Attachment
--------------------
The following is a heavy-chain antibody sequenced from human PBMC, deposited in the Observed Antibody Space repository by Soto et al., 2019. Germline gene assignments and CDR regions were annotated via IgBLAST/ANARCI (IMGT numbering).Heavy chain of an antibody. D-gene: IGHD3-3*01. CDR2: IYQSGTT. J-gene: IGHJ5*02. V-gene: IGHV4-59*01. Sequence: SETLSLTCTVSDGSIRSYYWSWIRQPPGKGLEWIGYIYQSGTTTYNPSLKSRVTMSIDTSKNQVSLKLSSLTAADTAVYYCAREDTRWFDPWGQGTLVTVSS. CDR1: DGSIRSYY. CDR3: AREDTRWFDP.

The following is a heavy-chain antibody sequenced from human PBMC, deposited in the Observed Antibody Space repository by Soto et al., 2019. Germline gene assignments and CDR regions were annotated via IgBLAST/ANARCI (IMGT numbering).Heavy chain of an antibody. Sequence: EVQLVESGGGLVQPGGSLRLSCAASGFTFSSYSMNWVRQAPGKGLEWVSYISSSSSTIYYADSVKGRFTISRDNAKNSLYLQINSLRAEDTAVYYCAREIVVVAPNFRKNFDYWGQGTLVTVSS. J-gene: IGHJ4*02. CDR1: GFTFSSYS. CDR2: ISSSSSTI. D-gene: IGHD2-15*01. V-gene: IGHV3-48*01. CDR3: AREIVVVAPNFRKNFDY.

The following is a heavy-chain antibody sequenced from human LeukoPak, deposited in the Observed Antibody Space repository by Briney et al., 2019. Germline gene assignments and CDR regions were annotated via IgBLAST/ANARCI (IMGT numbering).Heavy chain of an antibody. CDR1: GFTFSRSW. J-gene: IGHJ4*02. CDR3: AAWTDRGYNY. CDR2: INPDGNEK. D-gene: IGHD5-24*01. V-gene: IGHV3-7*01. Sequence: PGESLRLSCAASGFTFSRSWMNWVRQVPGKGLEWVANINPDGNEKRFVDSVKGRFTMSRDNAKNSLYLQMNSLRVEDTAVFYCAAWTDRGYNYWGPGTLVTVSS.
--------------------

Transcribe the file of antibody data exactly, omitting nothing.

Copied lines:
The following is a heavy-chain antibody sequenced from human PBMC, deposited in the Observed Antibody Space repository by Soto et al., 2019. Germline gene assignments and CDR regions were annotated via IgBLAST/ANARCI (IMGT numbering).Heavy chain of an antibody. D-gene: IGHD3-3*01. CDR2: IYQSGTT. J-gene: IGHJ5*02. V-gene: IGHV4-59*01. Sequence: SETLSLTCTVSDGSIRSYYWSWIRQPPGKGLEWIGYIYQSGTTTYNPSLKSRVTMSIDTSKNQVSLKLSSLTAADTAVYYCAREDTRWFDPWGQGTLVTVSS. CDR1: DGSIRSYY. CDR3: AREDTRWFDP.

The following is a heavy-chain antibody sequenced from human PBMC, deposited in the Observed Antibody Space repository by Soto et al., 2019. Germline gene assignments and CDR regions were annotated via IgBLAST/ANARCI (IMGT numbering).Heavy chain of an antibody. Sequence: EVQLVESGGGLVQPGGSLRLSCAASGFTFSSYSMNWVRQAPGKGLEWVSYISSSSSTIYYADSVKGRFTISRDNAKNSLYLQINSLRAEDTAVYYCAREIVVVAPNFRKNFDYWGQGTLVTVSS. J-gene: IGHJ4*02. CDR1: GFTFSSYS. CDR2: ISSSSSTI. D-gene: IGHD2-15*01. V-gene: IGHV3-48*01. CDR3: AREIVVVAPNFRKNFDY.

The following is a heavy-chain antibody sequenced from human LeukoPak, deposited in the Observed Antibody Space repository by Briney et al., 2019. Germline gene assignments and CDR regions were annotated via IgBLAST/ANARCI (IMGT numbering).Heavy chain of an antibody. CDR1: GFTFSRSW. J-gene: IGHJ4*02. CDR3: AAWTDRGYNY. CDR2: INPDGNEK. D-gene: IGHD5-24*01. V-gene: IGHV3-7*01. Sequence: PGESLRLSCAASGFTFSRSWMNWVRQVPGKGLEWVANINPDGNEKRFVDSVKGRFTMSRDNAKNSLYLQMNSLRVEDTAVFYCAAWTDRGYNYWGPGTLVTVSS.